I respond to Wednesday’s op-ed column by Jack D’Aurora regarding the use of drug courts to reduce Ohio’s inmate population. D’Aurora pointed out many of the benefits of drug courts, but the need for specialized dockets extends beyond drug-treatment courts.
I am proud to say that Franklin County’s judges have been proactive in reducing incarceration and recidivism rates through the operation of seven specialized dockets, four of which are drug courts.
In the Common Pleas Court, Judge Dana Preisse has operated the Family Drug Court in the Domestic Relations and Juvenile Division since 2002 and the Treatment is Essential to Success (TIES) program has operated since 2004, with Judge Stephen McIntosh currently presiding.
In Municipal Court, I conduct the Alcohol and Drug Addiction Program (ADAP), which began in 2009 and eventually required a second drug court focusing solely on opiate addiction (mostly heroin).
Municipal Court provides three other specialized dockets: Judge David Tyack pre-sides over the Mental Health program, which began in 2004; Judge Paul Herbert started Changing Actions to Change Habits (CATCH) in 2009 to focus on human trafficking; and Judge Ted Barrows presides over the Military and Veteran Service (MAVS) specialized docket, which began in 2012.
Although most participants receive mental-health counseling, many also require substance-abuse treatment.
In June, Gov. John Kasich and Chief Justice Maureen O’Connor presented the Ohio Judicial Symposium on Opiate Addiction. Department of Rehabilitation and Corrections Director Gary Mohr presented data demonstrating that Ohio cannot incarcerate its way out of drug addiction or mental illness.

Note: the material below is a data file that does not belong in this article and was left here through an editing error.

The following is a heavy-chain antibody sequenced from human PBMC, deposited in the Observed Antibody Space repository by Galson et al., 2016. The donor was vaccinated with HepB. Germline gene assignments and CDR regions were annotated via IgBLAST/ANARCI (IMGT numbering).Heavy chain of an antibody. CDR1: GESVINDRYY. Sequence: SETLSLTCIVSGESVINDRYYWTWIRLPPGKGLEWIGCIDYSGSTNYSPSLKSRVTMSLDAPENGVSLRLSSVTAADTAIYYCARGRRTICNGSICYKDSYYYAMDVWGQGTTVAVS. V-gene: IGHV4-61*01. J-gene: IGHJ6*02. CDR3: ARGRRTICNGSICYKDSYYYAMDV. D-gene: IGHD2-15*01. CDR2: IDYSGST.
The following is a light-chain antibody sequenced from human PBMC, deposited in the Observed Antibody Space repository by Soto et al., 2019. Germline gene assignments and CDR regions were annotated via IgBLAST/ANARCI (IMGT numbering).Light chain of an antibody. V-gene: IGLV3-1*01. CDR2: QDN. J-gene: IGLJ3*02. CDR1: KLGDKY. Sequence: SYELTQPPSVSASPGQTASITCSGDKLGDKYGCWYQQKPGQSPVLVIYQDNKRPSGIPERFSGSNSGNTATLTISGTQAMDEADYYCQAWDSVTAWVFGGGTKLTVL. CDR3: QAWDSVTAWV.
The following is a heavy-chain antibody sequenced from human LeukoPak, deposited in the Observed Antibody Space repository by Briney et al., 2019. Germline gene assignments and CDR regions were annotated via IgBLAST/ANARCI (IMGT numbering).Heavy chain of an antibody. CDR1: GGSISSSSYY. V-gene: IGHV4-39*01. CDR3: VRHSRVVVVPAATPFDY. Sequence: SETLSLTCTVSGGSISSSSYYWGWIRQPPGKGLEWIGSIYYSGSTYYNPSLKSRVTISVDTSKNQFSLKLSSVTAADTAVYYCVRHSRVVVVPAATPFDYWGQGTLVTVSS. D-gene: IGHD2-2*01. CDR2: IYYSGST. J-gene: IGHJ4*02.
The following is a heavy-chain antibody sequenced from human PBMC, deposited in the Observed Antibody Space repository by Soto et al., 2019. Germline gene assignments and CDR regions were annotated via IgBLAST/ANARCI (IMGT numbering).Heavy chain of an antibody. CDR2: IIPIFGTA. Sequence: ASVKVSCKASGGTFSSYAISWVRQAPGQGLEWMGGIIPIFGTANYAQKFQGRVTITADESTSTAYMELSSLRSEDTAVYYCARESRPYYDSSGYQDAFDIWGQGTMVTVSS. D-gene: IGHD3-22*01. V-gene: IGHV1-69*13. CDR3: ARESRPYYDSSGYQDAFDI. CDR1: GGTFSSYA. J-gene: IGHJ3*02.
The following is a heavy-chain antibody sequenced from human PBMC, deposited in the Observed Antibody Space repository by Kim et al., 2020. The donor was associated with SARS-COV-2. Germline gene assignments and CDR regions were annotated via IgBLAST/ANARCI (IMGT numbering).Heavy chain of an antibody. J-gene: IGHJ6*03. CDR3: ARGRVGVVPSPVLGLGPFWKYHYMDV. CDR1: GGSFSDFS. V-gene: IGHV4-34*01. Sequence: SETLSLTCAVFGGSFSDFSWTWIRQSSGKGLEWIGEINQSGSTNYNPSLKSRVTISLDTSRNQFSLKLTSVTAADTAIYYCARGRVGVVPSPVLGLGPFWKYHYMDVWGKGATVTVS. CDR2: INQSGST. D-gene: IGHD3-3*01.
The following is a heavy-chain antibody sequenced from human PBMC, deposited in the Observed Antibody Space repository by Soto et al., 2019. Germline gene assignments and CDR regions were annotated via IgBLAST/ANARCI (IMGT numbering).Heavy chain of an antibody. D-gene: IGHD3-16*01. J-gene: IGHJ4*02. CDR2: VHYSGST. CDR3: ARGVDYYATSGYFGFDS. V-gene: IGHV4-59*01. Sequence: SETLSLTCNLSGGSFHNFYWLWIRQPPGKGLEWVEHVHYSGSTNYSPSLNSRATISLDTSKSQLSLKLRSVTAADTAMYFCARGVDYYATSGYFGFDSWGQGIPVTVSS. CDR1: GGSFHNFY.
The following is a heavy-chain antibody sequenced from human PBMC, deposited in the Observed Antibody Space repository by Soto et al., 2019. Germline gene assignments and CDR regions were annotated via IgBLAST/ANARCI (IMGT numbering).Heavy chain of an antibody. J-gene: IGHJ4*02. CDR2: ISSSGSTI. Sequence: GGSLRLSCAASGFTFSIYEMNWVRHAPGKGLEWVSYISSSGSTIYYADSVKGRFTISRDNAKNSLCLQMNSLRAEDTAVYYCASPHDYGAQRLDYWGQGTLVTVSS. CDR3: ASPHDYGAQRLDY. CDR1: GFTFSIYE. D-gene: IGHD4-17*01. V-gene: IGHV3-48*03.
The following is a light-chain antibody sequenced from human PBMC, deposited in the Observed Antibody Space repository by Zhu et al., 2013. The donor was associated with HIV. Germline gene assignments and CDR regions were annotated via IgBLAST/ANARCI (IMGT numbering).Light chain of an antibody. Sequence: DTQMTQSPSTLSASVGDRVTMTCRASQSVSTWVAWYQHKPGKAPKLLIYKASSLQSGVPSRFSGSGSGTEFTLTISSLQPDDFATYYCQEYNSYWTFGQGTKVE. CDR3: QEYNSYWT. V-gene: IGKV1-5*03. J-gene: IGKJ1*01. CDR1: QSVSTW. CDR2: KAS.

The Ohio Department of Mental Health and Addiction Services compiled data for each county, which revealed that as of May 31, 44.5 of every 10,000 people in Franklin County were incarcerated — slightly higher than the statewide average of 43.7. But Franklin County’s drug courts appear to be an effective alternative: In 2013, Franklin County judges incarcerated only 11.1 percent of people convicted of drug offenses, placing it in the lowest 15 percent of all counties.
Without the continued support of elected officials and treatment and service providers, specialized dockets would have little success. County Prosecutor Ron O’Brien was instrumental in starting ADAP and CATCH, and he continues to support the programs today.
City Attorney Richard C. Pfeiffer Jr. and Public Defender Yeura Venters assign specially trained attorneys to each courtroom. Columbus City Council and the Franklin County Board of Commissioners continue to provide funding in exchange for increased public safety and cost savings in jail nights, fewer police resources spent on the same individuals and the reunification of families.
Specialized dockets provide a unique intersection of the courts and social services. Support staff and probation officers link the participants to appropriate treatment services. Other causes of criminal behavior also must be addressed, so participants work to find stable housing, build and maintain healthy personal relationships with family and friends, resolve medical and dental concerns, further their educations by obtaining GEDs or entering college and find gainful employment.
Participants must satisfy their conditions of probation, including the program requirements. The court receives frequent updates from the treatment team, and participants are required to attend court regularly, so the judge may impose immediate and graduated sanctions for transgressions and incentives to reward achievements.
Participants also bond as a group and lend support to each other.
Specialized dockets are effective. They teach and reinforce accountability while giving people a new start on life. I appreciate that D’Aurora has highlighted the need for and benefits of these innovative programs.